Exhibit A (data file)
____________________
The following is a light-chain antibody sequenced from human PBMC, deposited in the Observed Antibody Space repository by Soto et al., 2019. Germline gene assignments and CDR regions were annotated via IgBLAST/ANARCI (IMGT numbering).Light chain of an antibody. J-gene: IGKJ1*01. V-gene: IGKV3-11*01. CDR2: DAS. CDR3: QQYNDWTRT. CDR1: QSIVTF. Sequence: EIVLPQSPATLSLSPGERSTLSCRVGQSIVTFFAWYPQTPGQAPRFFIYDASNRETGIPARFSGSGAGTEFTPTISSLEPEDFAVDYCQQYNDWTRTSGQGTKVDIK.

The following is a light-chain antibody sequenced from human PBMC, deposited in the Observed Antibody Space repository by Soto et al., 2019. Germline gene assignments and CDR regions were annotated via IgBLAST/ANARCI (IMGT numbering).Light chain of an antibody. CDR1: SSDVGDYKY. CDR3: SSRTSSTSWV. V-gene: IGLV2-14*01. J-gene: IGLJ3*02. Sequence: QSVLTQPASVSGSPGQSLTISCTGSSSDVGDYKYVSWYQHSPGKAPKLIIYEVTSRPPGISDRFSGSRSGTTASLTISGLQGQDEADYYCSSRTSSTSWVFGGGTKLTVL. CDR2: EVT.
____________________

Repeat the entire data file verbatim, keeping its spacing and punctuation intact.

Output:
The following is a light-chain antibody sequenced from human PBMC, deposited in the Observed Antibody Space repository by Soto et al., 2019. Germline gene assignments and CDR regions were annotated via IgBLAST/ANARCI (IMGT numbering).Light chain of an antibody. J-gene: IGKJ1*01. V-gene: IGKV3-11*01. CDR2: DAS. CDR3: QQYNDWTRT. CDR1: QSIVTF. Sequence: EIVLPQSPATLSLSPGERSTLSCRVGQSIVTFFAWYPQTPGQAPRFFIYDASNRETGIPARFSGSGAGTEFTPTISSLEPEDFAVDYCQQYNDWTRTSGQGTKVDIK.

The following is a light-chain antibody sequenced from human PBMC, deposited in the Observed Antibody Space repository by Soto et al., 2019. Germline gene assignments and CDR regions were annotated via IgBLAST/ANARCI (IMGT numbering).Light chain of an antibody. CDR1: SSDVGDYKY. CDR3: SSRTSSTSWV. V-gene: IGLV2-14*01. J-gene: IGLJ3*02. Sequence: QSVLTQPASVSGSPGQSLTISCTGSSSDVGDYKYVSWYQHSPGKAPKLIIYEVTSRPPGISDRFSGSRSGTTASLTISGLQGQDEADYYCSSRTSSTSWVFGGGTKLTVL. CDR2: EVT.